Viessmann offers a wide range of gas combi boilers which are designed to provide users with reliability and high-quality performance. A key feature is the user-friendly LCD display, making it simple to understand and operate these boilers. Moreover, Viessmann provides generous 10-year warranties and excellent aftercare services, ensuring customer satisfaction and peace of mind.

One of Viessmann's standout products is its Vitodens range, lauded for its innovative design and updated features. This range is known for its high efficiency and durability, making it an attractive choice for many homeowners seeking a stable and trustworthy boiler system.

As a brand, Viessmann stands alongside other globally renowned boilers manufacturers like Worcester Bosch, Alpha, Ideal, Vaillant, and Baxi. Each brand brings something different to the table, but Viessmann excels in performance, efficiency, and customer satisfaction.

In summary, Viessmann merits a strong reputation as a reliable boiler brand, providing cutting-edge technologies and exceptional customer service. Choosing a Viessmann boiler is an excellent investment for those seeking a trustworthy and efficient heating system.


Alpha has earned its place among the top boiler brands in the UK. Known for their high-quality craftsmanship, Alpha boilers are designed to provide a reliable solution for your heating needs. As a trusted manufacturer, Alpha has a wide range of boiler options to suit various preferences and requirements.

The unique selling point of Alpha boilers lies in their energy efficiency. These boilers are designed to reduce energy consumption, ultimately lowering the costs of heating your home. Advanced technology and engineering techniques contribute to the efficiency of Alpha boilers, ensuring they are a smart choice for environmentally-conscious homeowners.

Customer satisfaction is at the heart of Alpha's brand, with many customers praising the brand for its superb after-sales support and customer service. Such a level of care sets Alpha apart from other boiler manufacturers, as purchasers have peace of mind knowing that assistance is merely a phone call away.

Additionally, Alpha boilers tend to have a more competitive price point compared to other top brands, making them a popular choice for budget-conscious homeowners. Despite lower prices, Alpha does not compromise on reliability or performance, delivering excellent value for money.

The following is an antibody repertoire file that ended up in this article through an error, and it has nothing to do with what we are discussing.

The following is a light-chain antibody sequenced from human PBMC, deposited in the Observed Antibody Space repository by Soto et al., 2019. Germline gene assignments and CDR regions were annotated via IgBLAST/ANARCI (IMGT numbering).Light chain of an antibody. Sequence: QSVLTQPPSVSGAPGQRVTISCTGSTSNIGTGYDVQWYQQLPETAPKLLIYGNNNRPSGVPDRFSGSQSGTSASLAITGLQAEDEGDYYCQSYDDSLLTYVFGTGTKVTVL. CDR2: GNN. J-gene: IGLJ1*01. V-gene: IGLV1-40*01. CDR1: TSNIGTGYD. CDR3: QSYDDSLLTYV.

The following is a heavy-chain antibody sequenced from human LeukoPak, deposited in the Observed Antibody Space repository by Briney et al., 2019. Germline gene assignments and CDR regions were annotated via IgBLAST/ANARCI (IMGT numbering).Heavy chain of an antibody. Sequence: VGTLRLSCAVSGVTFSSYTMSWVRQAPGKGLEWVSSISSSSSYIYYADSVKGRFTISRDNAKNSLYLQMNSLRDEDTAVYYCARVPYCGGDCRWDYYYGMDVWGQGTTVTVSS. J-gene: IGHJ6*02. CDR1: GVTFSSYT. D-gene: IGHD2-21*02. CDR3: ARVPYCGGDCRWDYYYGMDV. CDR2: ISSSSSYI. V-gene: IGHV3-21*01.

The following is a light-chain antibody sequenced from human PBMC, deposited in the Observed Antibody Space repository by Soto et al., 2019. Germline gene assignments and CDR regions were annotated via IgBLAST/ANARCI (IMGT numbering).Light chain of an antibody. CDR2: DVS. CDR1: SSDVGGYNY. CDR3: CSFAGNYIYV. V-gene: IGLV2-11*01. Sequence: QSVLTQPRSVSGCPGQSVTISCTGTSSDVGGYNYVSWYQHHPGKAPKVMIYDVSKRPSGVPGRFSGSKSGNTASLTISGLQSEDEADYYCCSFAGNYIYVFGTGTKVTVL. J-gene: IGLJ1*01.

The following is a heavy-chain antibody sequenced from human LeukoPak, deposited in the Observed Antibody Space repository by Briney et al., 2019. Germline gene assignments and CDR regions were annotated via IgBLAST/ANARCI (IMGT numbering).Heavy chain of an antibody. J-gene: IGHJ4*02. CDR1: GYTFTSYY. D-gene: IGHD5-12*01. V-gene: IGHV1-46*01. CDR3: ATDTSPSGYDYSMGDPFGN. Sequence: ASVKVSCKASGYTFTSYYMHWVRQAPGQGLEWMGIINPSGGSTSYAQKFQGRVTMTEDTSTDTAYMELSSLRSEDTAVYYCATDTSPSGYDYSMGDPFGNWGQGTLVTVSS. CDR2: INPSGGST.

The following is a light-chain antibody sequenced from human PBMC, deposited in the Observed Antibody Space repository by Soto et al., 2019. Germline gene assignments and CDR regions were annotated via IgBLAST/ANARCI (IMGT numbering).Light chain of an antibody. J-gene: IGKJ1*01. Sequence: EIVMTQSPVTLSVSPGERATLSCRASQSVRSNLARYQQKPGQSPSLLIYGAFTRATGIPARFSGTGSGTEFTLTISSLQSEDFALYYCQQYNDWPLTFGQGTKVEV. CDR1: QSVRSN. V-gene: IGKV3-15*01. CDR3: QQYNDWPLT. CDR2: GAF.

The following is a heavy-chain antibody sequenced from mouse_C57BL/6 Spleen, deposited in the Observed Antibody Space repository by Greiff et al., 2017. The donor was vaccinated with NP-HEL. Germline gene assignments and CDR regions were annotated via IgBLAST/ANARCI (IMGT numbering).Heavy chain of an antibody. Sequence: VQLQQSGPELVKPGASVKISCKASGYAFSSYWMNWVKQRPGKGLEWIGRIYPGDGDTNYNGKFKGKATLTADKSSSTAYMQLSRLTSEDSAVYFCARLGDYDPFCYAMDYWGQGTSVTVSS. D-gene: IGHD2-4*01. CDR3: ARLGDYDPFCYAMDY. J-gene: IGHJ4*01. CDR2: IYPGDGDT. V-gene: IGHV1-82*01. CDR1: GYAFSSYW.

In summary, Alpha offers energy-efficient and cost-effective boiler solutions without sacrificing quality or reliability. With a strong focus on customer satisfaction, Alpha boilers are a wise choice for homeowners looking to invest in a long-lasting, efficient heating system.


Ideal boilers is a brand that has earned a strong reputation for reliability and innovation in the UK market. Manufacturing a range of gas and oil boilers, Ideal designs products that cater to various households and requirements. Let's delve into some aspects that make Ideal a reliable boiler brand.

Firstly, Ideal emphasises energy efficiency and cost-effectiveness in their products. With the inclusion of advanced technology such as weather compensation and smart boiler controls, it's possible to achieve optimum performance and reduced energy bills. These features not only benefit homeowners in the long run but also contribute to a greener environment.

Secondly, Ideal boilers are known for their ease of installation and maintenance, a factor that is valued by both homeowners and professional engineers. This ease translates into lower costs, as the installation process is quicker and requires fewer resources. Furthermore, the simplicity extends to the service and maintenance of their products, ensuring that they remain efficient and reliable over time.

In addition to product innovation, Ideal offers comprehensive warranties to back up their boilers. These warranty periods can range from 2 to 12 years, depending on the make and model, and show the brand's confidence in the longevity and reliability of their products.

Lastly, Ideal has a good reputation for customer support. With their UK-based customer service team, they provide dependable assistance and technical expertise when needed. This strong support network instils trust and confidence in Ideal products, further enhancing the overall user experience.

In conclusion, Ideal's commitment to efficiency, ease of use, comprehensive warranty coverage, and excellent customer support make it a reliable and popular choice among British homeowners and heating engineers alike.


Vaillant is a well-known boiler brand that has earned a reputation for reliability and quality. With a history of innovation and engineering excellence, Vaillant has become one of the top-rated gas boiler brands in the UK. In fact, their entire range of domestic boilers was awarded 'Best Buy' status by Which? in 2020.

A key selling point for Vaillant boilers is their energy efficiency. By using advanced technology and high-quality components, these boilers manage to achieve lower emissions and reduced energy consumption. This not only makes them a more environmentally friendly option but also helps homeowners save on their energy bills.

In terms of performance, Vaillant offers a wide range of boilers to suit different needs and preferences. Their combi boilers are highly regarded for their compact design and user-friendly features. These systems provide both heating and hot water from one unit, making them an ideal choice for smaller homes with limited space.